As an upscaler, the Hisense is reasonably adept with 1080p content and all at sea with anything less information-rich. Taking a Full HD image and making it fit the screen doesn’t impact too badly on detail levels or colour fidelity, and motion remains admirably smooth and stable too. But edges can get a bit restless, and the depth of field that is at such a premium with 4K stuff disappears altogether. But taking some DVD-borne information, say, or (worst-case scenario) some daytime TV broadcasts gives the A6G what used to be called ‘the vapours’. Detail levels fall off a cliff, to be replaced by ambiguity and noisiness. Few are the televisions capable of making pictures look simultaneously soft and edgy, but the Hisense 55A6G is one of them.
- 16 watts of stereo power
- Apathetic sound
- Demands a soundbar
There are many TVs, at all sorts of prices, which make us suggest you buy a soundbar. The Hisense A6G is a TV that makes us shout ‘BUY A SOUNDBAR’ at the tops of our voices. It’s fitted with an audio system of two full-range drivers powered by a total of 16 watts – and while Hisense may have been shooting for ‘smooth and inoffensive’ it’s actually ended up with ‘bland and uninvolving’.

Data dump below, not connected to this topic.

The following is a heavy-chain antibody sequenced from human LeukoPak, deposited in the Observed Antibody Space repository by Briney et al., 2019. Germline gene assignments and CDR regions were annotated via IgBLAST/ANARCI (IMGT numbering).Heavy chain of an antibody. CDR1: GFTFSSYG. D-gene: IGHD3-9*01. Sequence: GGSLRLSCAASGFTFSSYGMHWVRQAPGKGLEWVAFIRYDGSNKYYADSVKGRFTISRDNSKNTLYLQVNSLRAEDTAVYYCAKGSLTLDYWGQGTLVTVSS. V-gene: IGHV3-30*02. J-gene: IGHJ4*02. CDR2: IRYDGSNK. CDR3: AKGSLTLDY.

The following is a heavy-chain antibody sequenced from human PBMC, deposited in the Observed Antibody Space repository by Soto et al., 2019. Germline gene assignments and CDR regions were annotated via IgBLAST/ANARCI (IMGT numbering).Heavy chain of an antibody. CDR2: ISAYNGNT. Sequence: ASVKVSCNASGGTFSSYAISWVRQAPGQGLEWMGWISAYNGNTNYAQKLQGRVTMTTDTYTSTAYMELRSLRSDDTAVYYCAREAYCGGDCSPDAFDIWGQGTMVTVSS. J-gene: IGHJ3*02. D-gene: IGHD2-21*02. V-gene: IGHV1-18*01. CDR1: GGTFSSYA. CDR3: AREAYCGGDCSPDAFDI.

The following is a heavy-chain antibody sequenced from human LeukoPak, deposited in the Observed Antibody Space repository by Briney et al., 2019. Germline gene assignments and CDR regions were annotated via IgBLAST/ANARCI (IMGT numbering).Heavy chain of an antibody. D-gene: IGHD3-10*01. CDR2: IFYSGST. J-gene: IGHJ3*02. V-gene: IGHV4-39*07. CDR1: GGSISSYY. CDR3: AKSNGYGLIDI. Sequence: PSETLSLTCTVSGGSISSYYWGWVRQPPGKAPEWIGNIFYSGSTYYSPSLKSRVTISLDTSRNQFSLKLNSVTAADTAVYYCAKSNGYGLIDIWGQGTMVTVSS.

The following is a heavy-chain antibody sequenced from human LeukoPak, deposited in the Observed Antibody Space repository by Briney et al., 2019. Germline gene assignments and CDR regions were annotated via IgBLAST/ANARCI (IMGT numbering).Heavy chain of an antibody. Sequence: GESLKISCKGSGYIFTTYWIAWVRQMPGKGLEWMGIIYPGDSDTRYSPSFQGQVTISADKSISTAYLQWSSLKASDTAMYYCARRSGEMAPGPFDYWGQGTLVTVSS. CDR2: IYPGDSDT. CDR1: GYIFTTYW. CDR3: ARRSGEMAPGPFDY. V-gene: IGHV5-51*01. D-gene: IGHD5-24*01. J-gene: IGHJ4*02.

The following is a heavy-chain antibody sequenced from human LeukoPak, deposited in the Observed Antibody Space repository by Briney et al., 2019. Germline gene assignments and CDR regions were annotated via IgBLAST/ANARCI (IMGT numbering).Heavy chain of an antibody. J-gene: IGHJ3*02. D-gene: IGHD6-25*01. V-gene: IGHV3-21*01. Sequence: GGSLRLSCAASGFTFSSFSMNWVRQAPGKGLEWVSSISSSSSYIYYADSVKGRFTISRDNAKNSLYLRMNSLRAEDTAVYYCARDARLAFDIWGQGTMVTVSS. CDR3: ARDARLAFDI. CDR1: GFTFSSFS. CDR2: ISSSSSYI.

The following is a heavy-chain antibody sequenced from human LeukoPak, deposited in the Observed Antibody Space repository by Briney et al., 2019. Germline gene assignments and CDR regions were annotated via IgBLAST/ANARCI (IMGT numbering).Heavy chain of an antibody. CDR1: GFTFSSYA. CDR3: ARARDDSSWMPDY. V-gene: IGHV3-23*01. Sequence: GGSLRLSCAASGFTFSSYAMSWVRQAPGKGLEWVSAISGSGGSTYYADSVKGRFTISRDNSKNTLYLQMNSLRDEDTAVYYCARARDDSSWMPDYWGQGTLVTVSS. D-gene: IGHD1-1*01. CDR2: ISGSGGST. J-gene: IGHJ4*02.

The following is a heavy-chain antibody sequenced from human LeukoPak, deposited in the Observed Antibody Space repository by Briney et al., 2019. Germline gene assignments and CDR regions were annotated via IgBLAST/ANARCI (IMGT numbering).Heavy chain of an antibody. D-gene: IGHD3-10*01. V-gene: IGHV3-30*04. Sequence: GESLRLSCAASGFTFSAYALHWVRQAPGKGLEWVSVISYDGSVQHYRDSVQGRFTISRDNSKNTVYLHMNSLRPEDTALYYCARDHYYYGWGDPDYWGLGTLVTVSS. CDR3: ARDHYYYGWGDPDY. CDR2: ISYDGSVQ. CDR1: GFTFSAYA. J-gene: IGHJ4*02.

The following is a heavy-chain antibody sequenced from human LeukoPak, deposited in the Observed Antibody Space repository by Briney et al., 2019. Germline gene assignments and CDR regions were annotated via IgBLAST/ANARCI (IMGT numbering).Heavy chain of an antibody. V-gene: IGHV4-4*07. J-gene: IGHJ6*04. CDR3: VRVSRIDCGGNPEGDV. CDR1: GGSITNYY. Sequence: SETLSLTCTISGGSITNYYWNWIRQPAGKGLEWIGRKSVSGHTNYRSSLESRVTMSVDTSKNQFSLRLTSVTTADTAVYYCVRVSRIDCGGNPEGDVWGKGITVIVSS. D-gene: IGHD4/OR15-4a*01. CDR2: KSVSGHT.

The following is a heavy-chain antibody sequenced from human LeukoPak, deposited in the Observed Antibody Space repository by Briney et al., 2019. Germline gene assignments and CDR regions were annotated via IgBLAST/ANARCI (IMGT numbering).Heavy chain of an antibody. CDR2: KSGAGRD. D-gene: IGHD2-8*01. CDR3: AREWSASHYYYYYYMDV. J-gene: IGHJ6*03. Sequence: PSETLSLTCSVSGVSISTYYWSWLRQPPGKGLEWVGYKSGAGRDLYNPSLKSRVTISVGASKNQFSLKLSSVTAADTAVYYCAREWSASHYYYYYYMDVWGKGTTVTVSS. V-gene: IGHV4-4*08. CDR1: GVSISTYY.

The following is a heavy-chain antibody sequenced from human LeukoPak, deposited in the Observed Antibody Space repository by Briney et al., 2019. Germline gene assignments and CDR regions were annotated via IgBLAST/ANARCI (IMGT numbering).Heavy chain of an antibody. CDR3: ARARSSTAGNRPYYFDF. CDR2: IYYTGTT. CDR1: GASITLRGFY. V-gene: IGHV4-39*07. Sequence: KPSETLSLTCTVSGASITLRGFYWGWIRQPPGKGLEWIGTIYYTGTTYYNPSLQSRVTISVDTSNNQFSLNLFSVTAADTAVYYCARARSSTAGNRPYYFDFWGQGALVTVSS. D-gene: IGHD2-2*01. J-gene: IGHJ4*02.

Dialogue is distinct, to be fair, and the top of the frequency range isn’t as zizzy as it might have been. But low frequencies are basically absent, and at anything other than very modest volume levels the Hisense sounds asthmatic. You don’t have to spend very much money at all on a soundbar that will wipe the floor with the audio system fitted to the A6G.
Should you buy the Hisense A6G 4K HDR TV?
Buy it if…
You’re operating on a budget
Hisense is a past master at delivering big, well-spec’d TVs at low prices – and here’s another example of that.
You don’t want to hang your TV on the wall
At 74mm deep the A6G is a bit of a throw-back to the early days of ‘flatscreen’ TVs.
You already own a soundbar
Otherwise you’re looking at further (and essential) outlay.
Don’t buy it if…
You enjoy getting involved in set-up
There are very limited opportunities to influence picture performance here.
You want a fully stocked smart TV interface
VIDAA U5 is a good portal as far as it goes – it just doesn’t go all that far. Android TV is better, but not quite top-tier either.
You expect to get away without spending money on a soundbar
You won’t. Trust us.